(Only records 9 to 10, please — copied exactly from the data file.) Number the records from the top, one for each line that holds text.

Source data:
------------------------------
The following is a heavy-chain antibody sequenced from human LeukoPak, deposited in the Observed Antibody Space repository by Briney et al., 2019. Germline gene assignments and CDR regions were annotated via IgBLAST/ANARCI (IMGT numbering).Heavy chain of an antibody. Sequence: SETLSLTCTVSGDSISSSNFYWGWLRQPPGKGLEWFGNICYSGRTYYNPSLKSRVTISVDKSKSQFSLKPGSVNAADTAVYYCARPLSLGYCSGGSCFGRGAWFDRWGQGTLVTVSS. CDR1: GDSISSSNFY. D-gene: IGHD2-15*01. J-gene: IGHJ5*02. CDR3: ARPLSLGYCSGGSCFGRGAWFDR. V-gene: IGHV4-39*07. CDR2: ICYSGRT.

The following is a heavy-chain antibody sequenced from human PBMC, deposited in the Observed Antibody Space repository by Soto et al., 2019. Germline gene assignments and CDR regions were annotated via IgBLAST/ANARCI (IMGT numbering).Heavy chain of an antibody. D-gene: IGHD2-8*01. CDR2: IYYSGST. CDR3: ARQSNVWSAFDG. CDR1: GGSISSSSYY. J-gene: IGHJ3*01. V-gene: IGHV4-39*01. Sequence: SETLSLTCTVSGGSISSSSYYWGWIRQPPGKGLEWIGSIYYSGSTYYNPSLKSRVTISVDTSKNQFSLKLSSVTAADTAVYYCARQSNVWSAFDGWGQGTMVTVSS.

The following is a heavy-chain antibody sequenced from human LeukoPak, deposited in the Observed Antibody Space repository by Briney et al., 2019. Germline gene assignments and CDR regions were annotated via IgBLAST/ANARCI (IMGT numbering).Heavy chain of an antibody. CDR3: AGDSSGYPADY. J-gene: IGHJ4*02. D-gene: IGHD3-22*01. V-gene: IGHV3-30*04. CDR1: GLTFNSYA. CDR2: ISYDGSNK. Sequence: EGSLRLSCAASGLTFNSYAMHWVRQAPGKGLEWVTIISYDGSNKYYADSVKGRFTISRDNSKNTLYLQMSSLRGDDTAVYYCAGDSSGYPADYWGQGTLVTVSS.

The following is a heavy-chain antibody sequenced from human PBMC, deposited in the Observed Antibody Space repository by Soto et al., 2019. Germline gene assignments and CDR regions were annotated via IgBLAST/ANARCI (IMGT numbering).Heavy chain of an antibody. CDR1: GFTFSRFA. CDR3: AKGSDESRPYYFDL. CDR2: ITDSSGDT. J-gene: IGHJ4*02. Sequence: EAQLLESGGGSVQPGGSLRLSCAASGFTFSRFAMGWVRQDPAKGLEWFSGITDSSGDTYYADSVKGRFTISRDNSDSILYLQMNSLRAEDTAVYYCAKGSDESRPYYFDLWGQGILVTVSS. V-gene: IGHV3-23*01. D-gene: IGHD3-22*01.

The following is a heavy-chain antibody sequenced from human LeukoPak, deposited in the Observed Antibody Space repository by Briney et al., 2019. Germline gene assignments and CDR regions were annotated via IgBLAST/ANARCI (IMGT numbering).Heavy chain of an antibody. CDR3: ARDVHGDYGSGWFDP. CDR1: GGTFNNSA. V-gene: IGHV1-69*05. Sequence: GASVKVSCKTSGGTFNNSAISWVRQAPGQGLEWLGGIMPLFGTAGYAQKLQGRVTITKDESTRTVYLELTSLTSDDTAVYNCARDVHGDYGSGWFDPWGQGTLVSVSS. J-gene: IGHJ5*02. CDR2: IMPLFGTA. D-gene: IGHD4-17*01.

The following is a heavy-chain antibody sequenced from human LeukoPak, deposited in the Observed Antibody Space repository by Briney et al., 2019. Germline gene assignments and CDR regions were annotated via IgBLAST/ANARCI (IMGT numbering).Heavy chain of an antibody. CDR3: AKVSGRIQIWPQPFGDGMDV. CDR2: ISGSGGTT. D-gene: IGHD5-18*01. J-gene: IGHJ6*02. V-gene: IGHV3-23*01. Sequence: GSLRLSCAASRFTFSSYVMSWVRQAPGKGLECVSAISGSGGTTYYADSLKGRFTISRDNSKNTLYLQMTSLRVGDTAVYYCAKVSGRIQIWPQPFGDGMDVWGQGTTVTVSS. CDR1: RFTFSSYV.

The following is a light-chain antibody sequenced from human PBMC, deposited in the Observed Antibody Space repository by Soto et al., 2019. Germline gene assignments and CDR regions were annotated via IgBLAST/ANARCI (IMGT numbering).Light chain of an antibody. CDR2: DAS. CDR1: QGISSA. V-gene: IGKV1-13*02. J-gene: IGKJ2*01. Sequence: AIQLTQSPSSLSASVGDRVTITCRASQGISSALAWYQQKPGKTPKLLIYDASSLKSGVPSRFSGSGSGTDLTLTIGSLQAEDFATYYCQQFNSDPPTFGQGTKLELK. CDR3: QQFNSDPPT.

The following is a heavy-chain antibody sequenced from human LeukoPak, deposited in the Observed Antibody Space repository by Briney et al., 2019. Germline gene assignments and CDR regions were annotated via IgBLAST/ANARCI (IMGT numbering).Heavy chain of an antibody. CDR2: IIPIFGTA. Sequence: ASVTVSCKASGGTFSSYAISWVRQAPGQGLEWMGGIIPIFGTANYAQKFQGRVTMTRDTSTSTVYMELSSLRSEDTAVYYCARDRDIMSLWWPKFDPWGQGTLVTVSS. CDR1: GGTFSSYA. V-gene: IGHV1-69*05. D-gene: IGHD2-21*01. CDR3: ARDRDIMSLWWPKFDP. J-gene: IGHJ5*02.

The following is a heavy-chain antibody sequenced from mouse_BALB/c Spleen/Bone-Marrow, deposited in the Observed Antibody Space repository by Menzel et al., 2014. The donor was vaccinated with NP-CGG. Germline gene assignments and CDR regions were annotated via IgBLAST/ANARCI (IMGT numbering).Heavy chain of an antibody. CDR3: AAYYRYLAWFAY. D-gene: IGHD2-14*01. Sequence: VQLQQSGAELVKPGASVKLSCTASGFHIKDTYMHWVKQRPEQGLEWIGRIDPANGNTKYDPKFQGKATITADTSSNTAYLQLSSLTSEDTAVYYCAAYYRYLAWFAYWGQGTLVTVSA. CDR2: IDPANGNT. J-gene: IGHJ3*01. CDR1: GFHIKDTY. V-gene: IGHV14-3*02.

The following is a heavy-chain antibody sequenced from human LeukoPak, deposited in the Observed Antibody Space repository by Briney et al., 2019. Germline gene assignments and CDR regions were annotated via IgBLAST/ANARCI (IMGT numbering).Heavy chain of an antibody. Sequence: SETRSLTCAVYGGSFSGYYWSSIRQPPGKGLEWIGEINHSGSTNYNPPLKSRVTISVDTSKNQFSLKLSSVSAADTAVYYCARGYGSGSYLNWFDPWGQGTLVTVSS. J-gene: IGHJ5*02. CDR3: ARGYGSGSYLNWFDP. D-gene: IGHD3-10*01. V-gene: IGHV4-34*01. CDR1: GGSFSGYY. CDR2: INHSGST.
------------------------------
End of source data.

The following is a heavy-chain antibody sequenced from mouse_BALB/c Spleen/Bone-Marrow, deposited in the Observed Antibody Space repository by Menzel et al., 2014. The donor was vaccinated with NP-CGG. Germline gene assignments and CDR regions were annotated via IgBLAST/ANARCI (IMGT numbering).Heavy chain of an antibody. CDR3: AAYYRYLAWFAY. D-gene: IGHD2-14*01. Sequence: VQLQQSGAELVKPGASVKLSCTASGFHIKDTYMHWVKQRPEQGLEWIGRIDPANGNTKYDPKFQGKATITADTSSNTAYLQLSSLTSEDTAVYYCAAYYRYLAWFAYWGQGTLVTVSA. CDR2: IDPANGNT. J-gene: IGHJ3*01. CDR1: GFHIKDTY. V-gene: IGHV14-3*02.

The following is a heavy-chain antibody sequenced from human LeukoPak, deposited in the Observed Antibody Space repository by Briney et al., 2019. Germline gene assignments and CDR regions were annotated via IgBLAST/ANARCI (IMGT numbering).Heavy chain of an antibody. Sequence: SETRSLTCAVYGGSFSGYYWSSIRQPPGKGLEWIGEINHSGSTNYNPPLKSRVTISVDTSKNQFSLKLSSVSAADTAVYYCARGYGSGSYLNWFDPWGQGTLVTVSS. J-gene: IGHJ5*02. CDR3: ARGYGSGSYLNWFDP. D-gene: IGHD3-10*01. V-gene: IGHV4-34*01. CDR1: GGSFSGYY. CDR2: INHSGST.